Diversity and inclusion in PR: The world won't wait for us

Diverse staffing at all levels makes bottom-line, creative, and, ultimately, common sense.

Renee Wilson, PR Council president
Renee Wilson, PR Council president

In April, the Treasury Department announced that Harriet Tubman would be the new face of the $20 bill, making her both the first woman, and black woman, to grace U.S. paper currency. When I heard the news, I thought, "Hallelujah!" My next thought: "Why did this take so long?"

When it comes to diversity in the PR industry, for too long we have suffered from a similar lack of urgency. What’s holding us back? 

Clients won’t wait for us. I know brands and companies around the country are starting to have more conversations with their agencies about the importance of showing up with great talent from heterogeneous backgrounds and cultures. And why wouldn’t they? It makes bottom-line sense, creative sense, and, ultimately, common sense. Consider:

The makeup of the country is changing – and fast. According to the US Census Bureau, by around 2020 more than half of the nation's children (18 and under) are expected to be part of a minority race or ethnic group. By 2044, no one racial or ethnic group will dominate the U.S. in terms of size.

A jolt of productivity to your business. If someone told you about a surefire way to be more creative and collaborative, wouldn’t you jump at it? The prevailing research and science strongly supports the argument that a diverse workforce is a more productive one. In a recent Harvard Business Review piece, leadership scholar Todd Pittinsky argued that an "Us plus Them" approach at work leads to "more desirable, productive, and innovative outcomes."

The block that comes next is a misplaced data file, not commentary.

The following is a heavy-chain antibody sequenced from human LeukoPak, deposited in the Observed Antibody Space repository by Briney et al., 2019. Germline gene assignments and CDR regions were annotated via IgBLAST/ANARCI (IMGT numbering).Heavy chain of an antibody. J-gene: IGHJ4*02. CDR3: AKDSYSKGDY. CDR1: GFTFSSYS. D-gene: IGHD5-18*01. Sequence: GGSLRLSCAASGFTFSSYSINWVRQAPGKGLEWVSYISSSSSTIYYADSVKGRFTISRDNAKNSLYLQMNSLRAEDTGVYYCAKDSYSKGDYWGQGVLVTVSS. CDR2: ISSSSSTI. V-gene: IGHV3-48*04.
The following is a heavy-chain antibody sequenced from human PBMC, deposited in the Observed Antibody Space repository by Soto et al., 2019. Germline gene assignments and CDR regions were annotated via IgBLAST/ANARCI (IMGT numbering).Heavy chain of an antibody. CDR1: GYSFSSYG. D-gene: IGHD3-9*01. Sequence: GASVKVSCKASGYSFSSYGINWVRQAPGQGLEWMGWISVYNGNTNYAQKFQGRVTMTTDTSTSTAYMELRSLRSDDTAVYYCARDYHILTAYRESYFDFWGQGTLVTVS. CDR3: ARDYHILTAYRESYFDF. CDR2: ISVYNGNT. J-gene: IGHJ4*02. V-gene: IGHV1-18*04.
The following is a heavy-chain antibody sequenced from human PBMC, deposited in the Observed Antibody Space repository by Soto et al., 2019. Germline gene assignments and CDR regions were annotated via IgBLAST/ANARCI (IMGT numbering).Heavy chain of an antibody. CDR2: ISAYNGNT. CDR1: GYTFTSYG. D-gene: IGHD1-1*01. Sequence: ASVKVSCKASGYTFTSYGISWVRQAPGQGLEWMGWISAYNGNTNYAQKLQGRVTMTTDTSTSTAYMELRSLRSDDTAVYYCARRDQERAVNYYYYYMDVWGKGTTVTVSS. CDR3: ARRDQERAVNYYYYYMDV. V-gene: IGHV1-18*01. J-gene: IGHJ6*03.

In his 2011 article, "How Diversity Leads to Economic Growth," author Richard Florida declared that the creative class is an essential catalyst of economic growth. Creative workers, he wrote, seek tolerant communities that will accept them. The opposite is true of communities that are less tolerant, which invariably struggle to attract creative talent.

Moving forward by aiming higher
This year, the PR Council is moving on multiple fronts to provide more resources and education to make our industry stronger by increasing its diversity. We shared a diversity perception study in April that has given us fresh insights into the agency challenges experienced by black and Hispanic PR practitioners.

The research data will help set our agenda and inform future programming for agencies. This year, we will roll out training and development for agency leaders, while we continue to build the talent pipeline through our relationship with the Emma Bowen Foundation.

To get where we need to go, this must be an industry-wide effort. Therefore, with partners such as the PRSA Foundation and the Arthur W. Page Society, along with experts on this subject in the field, we plan to launch an industry-owned and shared website to provide best practices for all.

Since we started working with PRWeek on the Diversity Distinction in PR Awards in 2011, we have celebrated the accomplishments of many great businesses and individuals. The people we’ve honored are enacting meaningful change – and they have inspired us to do more.  

In 2020, the US Treasury will introduce the Tubman $20s to commemorate the 100th anniversary of women suffrage. That’s great, but we should be cashing in now on the deep pools of untapped talent that will make us a more inclusive, more powerful profession. Let’s get to work!

Renee Wilson is president of the PR Council.

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